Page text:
A few weeks ago, we had the privilege of hearing from Jocelyn White from International Justice Mission. This stirred a memory for me of the first time I heard about modern day slavery. It was in February of 2007…yes, exactly 10 years ago. I wrote an article for Creekside’s FYI at that time:
We all have gaps in our education. You know, those things we should know but we don’t. Whatever the reason, these gaps are what keep us humble and keep us from thinking we “know it all”.
I am far from the “know it all” category, and at my age it seems I used to know a lot more than I do now. Somehow knowledge is escaping from my grey matter. Whether it is fugitive information or a gap in learning, I recently became aware of some things I should have learned long ago.
In February of 2007, when notified of the release of the movie Amazing Grace, I did some research about the film. I learned it was the story of William Wilberforce and his fight against slavery in 18th century England. I didn’t remember ever hearing about William Wilberforce or his long battle in Parliament to end the slave trade. My research continued and the gap of knowledge enlarged.
Not only have I become captivated by the man who was William Wilberforce, I have learned of the ongoing fight against slavery. Yes, slavery is illegal in nearly every nation, but “twenty-seven million slaves exist in our world today. Girls and boys, women and men of all ages are forced to toil in the rug loom sheds of Nepal, sell their bodies in brothels of Rome, break rocks in the quarries of Pakistan, and fight wars in the jungles of Africa” (Not for Sale: The Return of the Global Slave Trade – and How We Can Fight It, by David Batstone). The trade in human beings today rivals drug trafficking and the illegal arms trade for the top criminal activity on the planet. The FBI estimates that the slave trade generates $9.5 billion in revenue each year (U.S. Department of State, 2004 Trafficking in Persons Report). The International Labour Office estimates that figure to be closer to $32 billion annually (International Labour Office, A global alliance against forced labour, May 2005).
What can we do? The first thing is awareness. We must educate ourselves about this crisis. But we cannot stay at the starting line; we need to keep moving forward until we reach the point of action. Yes, it is overwhelming. Yes, it is frightening. But we have been rescued out of the darkness to be a light to the world…we=me+you. We are it. We are to be God’s light to a dark and hurting world. If we don’t do it, it won’t get done.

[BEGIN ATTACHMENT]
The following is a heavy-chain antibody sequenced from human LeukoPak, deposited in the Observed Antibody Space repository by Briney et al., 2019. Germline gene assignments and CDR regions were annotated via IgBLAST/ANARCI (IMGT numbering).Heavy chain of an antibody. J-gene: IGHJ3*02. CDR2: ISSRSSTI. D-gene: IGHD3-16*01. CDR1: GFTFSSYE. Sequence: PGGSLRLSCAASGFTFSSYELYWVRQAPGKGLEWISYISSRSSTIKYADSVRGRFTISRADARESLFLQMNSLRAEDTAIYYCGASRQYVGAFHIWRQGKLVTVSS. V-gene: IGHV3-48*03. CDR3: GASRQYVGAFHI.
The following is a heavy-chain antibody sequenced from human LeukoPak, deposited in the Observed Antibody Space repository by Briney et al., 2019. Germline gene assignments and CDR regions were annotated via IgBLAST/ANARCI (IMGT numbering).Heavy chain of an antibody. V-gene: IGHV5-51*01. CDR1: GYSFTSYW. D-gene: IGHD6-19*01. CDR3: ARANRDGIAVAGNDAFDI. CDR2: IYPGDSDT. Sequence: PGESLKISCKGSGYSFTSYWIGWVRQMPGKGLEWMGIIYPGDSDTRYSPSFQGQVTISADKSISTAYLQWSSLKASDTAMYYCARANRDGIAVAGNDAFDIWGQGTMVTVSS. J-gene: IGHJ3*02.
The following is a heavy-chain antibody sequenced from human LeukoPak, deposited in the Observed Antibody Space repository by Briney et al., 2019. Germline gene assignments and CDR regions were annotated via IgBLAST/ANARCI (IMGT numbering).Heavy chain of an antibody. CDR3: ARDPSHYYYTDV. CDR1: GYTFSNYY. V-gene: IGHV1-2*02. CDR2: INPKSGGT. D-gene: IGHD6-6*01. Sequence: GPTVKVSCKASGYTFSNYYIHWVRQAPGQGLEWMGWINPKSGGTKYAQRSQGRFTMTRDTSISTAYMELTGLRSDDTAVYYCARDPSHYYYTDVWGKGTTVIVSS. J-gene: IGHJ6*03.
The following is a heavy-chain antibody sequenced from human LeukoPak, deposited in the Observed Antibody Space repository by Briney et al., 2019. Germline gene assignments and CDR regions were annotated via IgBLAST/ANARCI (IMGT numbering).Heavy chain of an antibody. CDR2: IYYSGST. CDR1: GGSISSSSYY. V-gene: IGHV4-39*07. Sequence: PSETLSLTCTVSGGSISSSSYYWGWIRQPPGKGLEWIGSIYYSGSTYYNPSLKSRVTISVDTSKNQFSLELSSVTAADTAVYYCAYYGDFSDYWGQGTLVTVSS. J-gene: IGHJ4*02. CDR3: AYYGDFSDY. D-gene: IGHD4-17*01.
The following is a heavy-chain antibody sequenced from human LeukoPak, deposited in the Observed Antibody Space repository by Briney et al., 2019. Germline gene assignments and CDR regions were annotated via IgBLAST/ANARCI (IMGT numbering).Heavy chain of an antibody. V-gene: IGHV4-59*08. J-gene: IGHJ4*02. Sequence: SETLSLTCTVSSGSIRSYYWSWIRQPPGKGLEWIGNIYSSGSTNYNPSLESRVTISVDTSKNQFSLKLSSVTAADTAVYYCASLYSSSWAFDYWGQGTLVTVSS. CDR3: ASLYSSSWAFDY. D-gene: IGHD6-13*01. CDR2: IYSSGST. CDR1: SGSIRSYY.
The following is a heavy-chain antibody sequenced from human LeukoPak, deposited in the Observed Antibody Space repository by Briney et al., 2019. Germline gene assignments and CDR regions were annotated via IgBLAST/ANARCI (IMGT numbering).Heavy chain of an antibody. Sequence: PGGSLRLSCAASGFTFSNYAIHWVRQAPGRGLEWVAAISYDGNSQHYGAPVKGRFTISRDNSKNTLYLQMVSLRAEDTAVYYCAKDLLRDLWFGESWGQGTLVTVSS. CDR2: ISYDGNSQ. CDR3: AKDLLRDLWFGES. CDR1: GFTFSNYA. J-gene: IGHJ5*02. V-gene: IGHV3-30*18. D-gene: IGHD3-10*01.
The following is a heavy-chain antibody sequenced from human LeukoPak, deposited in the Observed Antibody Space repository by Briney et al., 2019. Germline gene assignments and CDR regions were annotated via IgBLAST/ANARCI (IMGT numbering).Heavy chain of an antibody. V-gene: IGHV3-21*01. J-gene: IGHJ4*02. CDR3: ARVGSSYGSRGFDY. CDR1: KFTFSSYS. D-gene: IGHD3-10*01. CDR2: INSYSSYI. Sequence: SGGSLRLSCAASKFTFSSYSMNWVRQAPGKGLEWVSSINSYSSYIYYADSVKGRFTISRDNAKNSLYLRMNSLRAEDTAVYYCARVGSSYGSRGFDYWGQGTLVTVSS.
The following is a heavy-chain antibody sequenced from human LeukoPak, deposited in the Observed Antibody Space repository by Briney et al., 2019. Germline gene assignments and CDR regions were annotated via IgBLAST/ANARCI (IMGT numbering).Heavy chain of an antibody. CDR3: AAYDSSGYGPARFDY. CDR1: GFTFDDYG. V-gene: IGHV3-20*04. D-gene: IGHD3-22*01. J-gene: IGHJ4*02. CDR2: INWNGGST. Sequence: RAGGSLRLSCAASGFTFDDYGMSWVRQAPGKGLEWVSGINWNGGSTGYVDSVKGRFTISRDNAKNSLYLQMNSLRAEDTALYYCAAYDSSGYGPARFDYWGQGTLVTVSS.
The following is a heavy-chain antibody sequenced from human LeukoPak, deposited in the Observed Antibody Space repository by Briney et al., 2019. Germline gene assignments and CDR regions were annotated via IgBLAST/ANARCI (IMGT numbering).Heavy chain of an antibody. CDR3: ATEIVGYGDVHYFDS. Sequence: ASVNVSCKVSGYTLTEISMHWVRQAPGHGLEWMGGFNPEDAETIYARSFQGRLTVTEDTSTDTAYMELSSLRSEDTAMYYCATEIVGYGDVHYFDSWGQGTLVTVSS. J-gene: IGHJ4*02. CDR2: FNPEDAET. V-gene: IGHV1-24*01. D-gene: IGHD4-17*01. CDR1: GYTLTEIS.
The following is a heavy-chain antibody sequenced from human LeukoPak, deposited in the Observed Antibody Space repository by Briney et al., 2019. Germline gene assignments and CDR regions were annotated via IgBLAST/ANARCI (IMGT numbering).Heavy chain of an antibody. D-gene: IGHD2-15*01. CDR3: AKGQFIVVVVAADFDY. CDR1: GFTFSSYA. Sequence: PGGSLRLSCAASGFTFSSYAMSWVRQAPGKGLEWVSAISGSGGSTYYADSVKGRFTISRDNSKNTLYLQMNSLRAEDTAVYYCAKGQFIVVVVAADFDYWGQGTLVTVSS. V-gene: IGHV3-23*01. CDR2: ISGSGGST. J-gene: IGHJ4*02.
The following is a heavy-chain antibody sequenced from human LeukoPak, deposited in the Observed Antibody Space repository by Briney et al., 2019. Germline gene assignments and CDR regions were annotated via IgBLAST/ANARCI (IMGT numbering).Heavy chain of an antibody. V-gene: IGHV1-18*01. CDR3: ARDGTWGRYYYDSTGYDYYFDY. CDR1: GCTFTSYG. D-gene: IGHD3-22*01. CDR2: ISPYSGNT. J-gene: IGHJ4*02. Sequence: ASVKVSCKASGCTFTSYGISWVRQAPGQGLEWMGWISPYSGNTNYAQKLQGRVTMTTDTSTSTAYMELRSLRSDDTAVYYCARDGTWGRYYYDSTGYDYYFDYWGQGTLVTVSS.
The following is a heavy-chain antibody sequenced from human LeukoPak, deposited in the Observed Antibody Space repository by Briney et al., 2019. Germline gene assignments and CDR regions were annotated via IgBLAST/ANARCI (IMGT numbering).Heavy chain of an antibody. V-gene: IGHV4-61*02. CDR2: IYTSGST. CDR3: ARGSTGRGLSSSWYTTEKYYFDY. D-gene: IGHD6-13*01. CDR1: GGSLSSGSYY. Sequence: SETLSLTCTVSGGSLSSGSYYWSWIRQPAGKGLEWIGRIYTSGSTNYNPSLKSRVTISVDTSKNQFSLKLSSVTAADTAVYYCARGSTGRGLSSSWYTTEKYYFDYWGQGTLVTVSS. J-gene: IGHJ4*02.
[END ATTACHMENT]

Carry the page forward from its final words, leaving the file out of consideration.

My eyes have been opened and my heart has been stirred. I cannot keep from doing something to end the injustice of slavery and oppression. William Wilberforce brought the Slave Trade Abolition Bill before Parliament nearly every year for twenty years before it was passed in 1807. Then he continued for 26 more years to end slavery itself in the British colonies. A few months before his death, he proposed before parliament the petition for the Abolishment of Slavery in the British Empire. On July 26, 1833, Wilberforce was notified that the bill had been passed. Three days later, he died. He spent his life in the fight to give others freedom. Wilberforce’s work needs to be continued.
Ten years ago there were an estimated 27 million men, women and children held in slavery. Now the estimate is closer to 45 million! Gary Haugen, the founder and CEO of IJM says:
Modern-day slavery is as brutal as ever; more vast than ever, but more stoppable than ever.
Creeksiders, you and I have come a long way in the last 10 years. We, as a church, are well aware of the problems of slavery and human trafficking, and we support many organizations that are on the front lines of the battle. Occasionally we need to remind ourselves of what this is all about to rekindle the urgency of the fight.
On Friday, February 24th, at 7:00 pm, we will be showing the movie Amazing Grace at Creekside. Please join me in acquainting (or re-acquainting) yourself with William Wilberforce. This movie’s topic makes it unsuitable for children.
Kim can be reached by email here.